SAFE Banking Passes
SAFE Banking Passes The Secure and Fair Enforcement (SAFE) Banking Act, sponsored by Rep. Ed Perlmutter (D-CO), currently has 206 cosponsors, including 26 Republicans. It would shield banks that take on marijuana business clients from being penalized by federal regulators. Perlmutter moved to add amendments to the legislation last week—clarifying that the protections extend to hemp and CBD businesses and prohibiting regulators from targeting certain industries such as firearms dealers as a higher risk for fraud—in order to bolster its GOP appeal. The SAFE Banking Act is the first piece of standalone cannabis reform legislation to get a House floor vote. Advocates and lawmakers have emphasized that this bill represents the first in a series of reform moves Congress will take, with the ultimate goal being to end federal marijuana prohibition.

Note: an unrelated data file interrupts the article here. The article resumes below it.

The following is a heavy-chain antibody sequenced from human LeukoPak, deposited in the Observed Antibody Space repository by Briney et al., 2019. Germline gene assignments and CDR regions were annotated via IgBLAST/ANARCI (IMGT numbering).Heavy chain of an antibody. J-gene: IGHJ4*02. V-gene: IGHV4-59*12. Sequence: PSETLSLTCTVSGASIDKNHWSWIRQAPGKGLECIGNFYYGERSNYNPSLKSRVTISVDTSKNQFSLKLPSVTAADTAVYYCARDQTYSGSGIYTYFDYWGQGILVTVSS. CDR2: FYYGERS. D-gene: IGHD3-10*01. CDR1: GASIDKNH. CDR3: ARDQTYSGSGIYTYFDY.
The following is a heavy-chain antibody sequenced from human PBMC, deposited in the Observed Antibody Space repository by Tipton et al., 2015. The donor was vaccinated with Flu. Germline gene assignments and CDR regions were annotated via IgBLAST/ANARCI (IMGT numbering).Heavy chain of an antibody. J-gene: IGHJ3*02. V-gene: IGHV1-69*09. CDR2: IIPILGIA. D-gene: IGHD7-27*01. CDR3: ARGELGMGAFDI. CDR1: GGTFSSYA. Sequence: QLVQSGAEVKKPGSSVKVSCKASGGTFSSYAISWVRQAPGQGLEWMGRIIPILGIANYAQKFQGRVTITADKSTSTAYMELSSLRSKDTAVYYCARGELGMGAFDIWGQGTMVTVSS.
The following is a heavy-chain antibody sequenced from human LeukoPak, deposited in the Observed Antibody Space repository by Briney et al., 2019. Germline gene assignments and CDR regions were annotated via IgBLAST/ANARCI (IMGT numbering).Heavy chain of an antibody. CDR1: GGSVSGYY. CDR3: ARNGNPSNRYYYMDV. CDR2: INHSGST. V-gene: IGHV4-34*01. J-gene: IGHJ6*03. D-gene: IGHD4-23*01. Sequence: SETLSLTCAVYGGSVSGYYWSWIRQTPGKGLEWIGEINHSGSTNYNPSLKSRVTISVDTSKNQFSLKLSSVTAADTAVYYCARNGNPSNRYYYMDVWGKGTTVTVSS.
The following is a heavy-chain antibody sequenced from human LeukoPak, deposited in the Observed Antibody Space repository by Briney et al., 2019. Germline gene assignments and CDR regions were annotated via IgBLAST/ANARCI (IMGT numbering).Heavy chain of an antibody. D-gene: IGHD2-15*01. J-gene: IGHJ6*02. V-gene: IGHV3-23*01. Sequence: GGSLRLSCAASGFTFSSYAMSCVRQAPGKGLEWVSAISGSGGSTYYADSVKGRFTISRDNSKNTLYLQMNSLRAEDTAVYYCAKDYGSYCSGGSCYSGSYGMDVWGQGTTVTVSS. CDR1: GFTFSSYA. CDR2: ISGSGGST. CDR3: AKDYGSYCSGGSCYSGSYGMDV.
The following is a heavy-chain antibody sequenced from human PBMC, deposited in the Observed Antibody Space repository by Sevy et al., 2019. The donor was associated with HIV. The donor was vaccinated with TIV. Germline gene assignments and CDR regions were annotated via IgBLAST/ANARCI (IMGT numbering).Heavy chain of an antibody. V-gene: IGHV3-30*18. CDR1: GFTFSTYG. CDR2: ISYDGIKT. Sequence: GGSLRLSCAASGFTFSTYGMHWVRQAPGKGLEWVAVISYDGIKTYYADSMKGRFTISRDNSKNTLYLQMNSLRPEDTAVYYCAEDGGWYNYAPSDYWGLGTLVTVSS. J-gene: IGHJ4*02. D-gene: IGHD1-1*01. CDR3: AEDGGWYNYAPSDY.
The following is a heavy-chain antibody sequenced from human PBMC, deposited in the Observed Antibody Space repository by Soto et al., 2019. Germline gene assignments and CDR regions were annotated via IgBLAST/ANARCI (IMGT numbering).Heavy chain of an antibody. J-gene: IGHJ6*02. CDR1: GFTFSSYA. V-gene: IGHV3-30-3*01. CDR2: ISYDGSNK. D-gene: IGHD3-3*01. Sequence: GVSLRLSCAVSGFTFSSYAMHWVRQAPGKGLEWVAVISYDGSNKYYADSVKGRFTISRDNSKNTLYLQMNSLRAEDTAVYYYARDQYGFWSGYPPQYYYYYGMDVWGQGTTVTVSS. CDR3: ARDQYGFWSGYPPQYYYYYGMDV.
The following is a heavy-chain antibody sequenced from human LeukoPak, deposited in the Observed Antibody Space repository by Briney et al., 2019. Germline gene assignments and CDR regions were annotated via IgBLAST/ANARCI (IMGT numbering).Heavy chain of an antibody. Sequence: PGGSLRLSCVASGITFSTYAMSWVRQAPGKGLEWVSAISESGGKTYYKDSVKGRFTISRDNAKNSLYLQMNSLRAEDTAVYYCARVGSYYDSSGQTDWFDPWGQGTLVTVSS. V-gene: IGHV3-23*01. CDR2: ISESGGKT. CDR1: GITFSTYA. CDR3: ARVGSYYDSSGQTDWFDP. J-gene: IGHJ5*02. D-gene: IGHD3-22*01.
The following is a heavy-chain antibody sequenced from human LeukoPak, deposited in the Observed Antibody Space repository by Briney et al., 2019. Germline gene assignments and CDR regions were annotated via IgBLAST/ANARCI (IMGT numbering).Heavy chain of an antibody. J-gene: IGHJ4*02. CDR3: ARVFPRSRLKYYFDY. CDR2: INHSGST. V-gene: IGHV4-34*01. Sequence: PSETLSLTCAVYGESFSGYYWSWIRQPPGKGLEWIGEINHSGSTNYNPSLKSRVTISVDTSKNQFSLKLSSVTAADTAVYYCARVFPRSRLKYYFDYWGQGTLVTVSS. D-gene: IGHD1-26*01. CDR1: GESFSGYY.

“I support legislation that de-schedules marijuana federally, requires courts to expunge convictions for marijuana-related offenses, and provides assistance such as job training and reentry services for those who have been disproportionately affected by the war on drugs,” she said.
The comments come after several advocacy groups including the ACLU, Drug Policy Alliance, and Human Rights Watch sent a letter to House leadership urging a delay on the banking vote until broader reform passed.
The second-highest-ranking Democratic in the House said on Wednesday that the House should take up comprehensive marijuana legalization legislation after the passage of a bipartisan cannabis banking bill. Hours before the House voted in favor of the Secure and Fair Enforcement (SAFE) Banking Act by a significant margin, Majority Leader Steny Hoyer (D-MD) released a statement saying that while he is “proud” to have put the bill on the floor, “I believe it does not go far enough.”
“This must be a first step toward the decriminalization and de-scheduling of marijuana, which has led to the prosecution and incarceration of far too many of our fellow Americans for possession,” he said, adding that a number of legalization bills have been introduced that could be advanced.
Waters said “I have long fought for criminal justice reform and deeply understand the need to fully address the historical racial and social inequities related to the criminalization of marijuana.